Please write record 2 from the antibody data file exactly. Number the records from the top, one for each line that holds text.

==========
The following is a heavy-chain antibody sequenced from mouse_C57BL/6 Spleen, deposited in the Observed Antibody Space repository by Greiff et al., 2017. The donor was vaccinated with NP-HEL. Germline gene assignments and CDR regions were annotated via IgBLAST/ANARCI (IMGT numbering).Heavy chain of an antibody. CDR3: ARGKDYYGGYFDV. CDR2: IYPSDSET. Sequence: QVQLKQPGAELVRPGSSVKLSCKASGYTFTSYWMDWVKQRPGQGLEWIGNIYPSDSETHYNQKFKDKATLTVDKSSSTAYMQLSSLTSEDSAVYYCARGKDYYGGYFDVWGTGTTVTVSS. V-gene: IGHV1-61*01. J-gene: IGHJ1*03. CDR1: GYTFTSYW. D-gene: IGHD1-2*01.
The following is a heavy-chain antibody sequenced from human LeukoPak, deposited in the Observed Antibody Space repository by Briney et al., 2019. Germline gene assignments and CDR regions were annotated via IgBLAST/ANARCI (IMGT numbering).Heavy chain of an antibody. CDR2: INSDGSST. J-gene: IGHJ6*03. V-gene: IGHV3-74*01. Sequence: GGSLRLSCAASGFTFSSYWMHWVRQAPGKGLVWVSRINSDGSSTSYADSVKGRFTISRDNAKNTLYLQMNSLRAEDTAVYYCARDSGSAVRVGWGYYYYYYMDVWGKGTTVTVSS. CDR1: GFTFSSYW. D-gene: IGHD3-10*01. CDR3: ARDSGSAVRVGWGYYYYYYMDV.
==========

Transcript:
The following is a heavy-chain antibody sequenced from human LeukoPak, deposited in the Observed Antibody Space repository by Briney et al., 2019. Germline gene assignments and CDR regions were annotated via IgBLAST/ANARCI (IMGT numbering).Heavy chain of an antibody. CDR2: INSDGSST. J-gene: IGHJ6*03. V-gene: IGHV3-74*01. Sequence: GGSLRLSCAASGFTFSSYWMHWVRQAPGKGLVWVSRINSDGSSTSYADSVKGRFTISRDNAKNTLYLQMNSLRAEDTAVYYCARDSGSAVRVGWGYYYYYYMDVWGKGTTVTVSS. CDR1: GFTFSSYW. D-gene: IGHD3-10*01. CDR3: ARDSGSAVRVGWGYYYYYYMDV.